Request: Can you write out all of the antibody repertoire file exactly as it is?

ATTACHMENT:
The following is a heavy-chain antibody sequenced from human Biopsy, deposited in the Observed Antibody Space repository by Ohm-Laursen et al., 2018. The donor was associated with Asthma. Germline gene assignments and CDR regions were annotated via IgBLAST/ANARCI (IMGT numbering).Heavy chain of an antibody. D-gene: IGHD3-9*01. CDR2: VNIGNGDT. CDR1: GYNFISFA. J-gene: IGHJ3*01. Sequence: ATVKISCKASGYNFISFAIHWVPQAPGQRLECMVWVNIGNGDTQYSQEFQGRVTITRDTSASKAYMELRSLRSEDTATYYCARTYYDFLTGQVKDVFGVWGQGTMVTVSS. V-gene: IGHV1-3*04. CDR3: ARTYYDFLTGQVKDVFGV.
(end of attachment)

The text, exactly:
The following is a heavy-chain antibody sequenced from human Biopsy, deposited in the Observed Antibody Space repository by Ohm-Laursen et al., 2018. The donor was associated with Asthma. Germline gene assignments and CDR regions were annotated via IgBLAST/ANARCI (IMGT numbering).Heavy chain of an antibody. D-gene: IGHD3-9*01. CDR2: VNIGNGDT. CDR1: GYNFISFA. J-gene: IGHJ3*01. Sequence: ATVKISCKASGYNFISFAIHWVPQAPGQRLECMVWVNIGNGDTQYSQEFQGRVTITRDTSASKAYMELRSLRSEDTATYYCARTYYDFLTGQVKDVFGVWGQGTMVTVSS. V-gene: IGHV1-3*04. CDR3: ARTYYDFLTGQVKDVFGV.